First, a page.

So the next time you are tempted to get drawn into circular arguments about what metrics or graphs to share, where they should be placed in the room, or even if obeya should be spelled with one O or two (yes, I have actually heard that). Think about Takeshi Uchiyamada, Alan Mulally, our learning partner companies and the real purpose and power of obeya. Consider: how can you best leverage obeya to better engage your entire team and dramatically improve your performance?



Join us at the 2017 Lean Transformation Summit in Carlsbad, California! Eric Ethington and I will be sharing a variety of LPPD experiences as well as details on how the learning partnership works to accelerate your progress at a pre-conference Open House. Also, FMC Technologies, one of our learning partners, will sharing their experiences with LPPD in a breakout session.

We had a fabulous day at the University of Michigan Hospitals last week. Together we identified many opportunities to apply LPPD to improve patient-centered care and deliver ever-better value. This promises to be an exciting frontier for LPPD.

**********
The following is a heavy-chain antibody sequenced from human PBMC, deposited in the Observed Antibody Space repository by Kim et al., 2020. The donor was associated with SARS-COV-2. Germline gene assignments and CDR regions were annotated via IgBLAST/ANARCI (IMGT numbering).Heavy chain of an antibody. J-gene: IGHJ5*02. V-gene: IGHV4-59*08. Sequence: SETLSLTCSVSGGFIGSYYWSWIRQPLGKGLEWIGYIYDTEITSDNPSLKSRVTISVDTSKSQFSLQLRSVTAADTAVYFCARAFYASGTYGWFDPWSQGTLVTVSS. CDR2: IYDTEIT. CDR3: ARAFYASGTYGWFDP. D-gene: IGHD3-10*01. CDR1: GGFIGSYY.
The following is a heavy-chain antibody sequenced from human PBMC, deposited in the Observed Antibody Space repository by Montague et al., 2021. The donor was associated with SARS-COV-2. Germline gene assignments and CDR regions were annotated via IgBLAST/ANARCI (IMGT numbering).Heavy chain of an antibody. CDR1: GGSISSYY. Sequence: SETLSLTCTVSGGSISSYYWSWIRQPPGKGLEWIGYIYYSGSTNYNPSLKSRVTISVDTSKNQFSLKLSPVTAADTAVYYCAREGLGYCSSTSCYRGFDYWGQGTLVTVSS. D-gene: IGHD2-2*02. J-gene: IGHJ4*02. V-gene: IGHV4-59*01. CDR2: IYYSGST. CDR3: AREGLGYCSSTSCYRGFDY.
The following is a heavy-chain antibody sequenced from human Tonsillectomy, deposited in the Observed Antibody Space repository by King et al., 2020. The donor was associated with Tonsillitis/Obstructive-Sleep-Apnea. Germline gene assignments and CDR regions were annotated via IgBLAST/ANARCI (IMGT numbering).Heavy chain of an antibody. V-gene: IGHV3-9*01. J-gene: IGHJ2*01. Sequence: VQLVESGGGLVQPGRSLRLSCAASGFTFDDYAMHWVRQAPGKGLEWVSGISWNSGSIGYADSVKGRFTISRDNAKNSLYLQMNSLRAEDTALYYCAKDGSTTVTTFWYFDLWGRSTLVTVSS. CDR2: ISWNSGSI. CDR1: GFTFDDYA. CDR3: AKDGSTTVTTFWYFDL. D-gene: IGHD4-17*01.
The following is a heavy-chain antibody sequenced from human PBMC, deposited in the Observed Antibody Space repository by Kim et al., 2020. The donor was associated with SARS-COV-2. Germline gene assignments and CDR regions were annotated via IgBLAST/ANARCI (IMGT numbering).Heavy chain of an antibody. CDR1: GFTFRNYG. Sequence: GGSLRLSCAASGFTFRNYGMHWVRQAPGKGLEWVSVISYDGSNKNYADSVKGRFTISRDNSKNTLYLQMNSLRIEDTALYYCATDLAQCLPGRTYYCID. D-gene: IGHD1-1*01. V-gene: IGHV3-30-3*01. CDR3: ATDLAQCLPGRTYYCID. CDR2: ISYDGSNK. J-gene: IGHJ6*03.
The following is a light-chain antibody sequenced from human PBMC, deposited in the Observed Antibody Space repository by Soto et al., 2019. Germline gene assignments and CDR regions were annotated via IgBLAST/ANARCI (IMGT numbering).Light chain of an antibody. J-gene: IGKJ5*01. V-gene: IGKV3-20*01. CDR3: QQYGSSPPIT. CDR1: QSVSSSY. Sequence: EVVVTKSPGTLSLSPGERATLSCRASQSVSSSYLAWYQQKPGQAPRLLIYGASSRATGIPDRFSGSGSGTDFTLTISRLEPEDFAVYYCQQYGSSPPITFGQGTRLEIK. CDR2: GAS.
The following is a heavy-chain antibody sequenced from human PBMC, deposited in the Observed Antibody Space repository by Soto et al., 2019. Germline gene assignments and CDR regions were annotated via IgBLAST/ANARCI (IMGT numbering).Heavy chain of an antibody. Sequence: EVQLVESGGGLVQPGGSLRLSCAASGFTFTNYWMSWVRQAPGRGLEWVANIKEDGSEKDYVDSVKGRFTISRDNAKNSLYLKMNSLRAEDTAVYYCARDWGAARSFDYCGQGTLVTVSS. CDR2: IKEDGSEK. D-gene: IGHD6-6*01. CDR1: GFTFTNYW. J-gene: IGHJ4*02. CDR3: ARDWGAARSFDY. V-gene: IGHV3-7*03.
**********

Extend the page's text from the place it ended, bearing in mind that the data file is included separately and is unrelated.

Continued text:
It was great to see the teamwork developing across our partner companies at our most recent learning event. Each company was sharing openly and supporting the progress of the others. Topics included our Chief Engineer concept paper, enterprise transformation, obeya and A3 for developing people. Our LPPD learning partner model continues to evolve and become more powerful. LPPD senior coach Matt Zayko will be writing up and sharing the event more fully on our site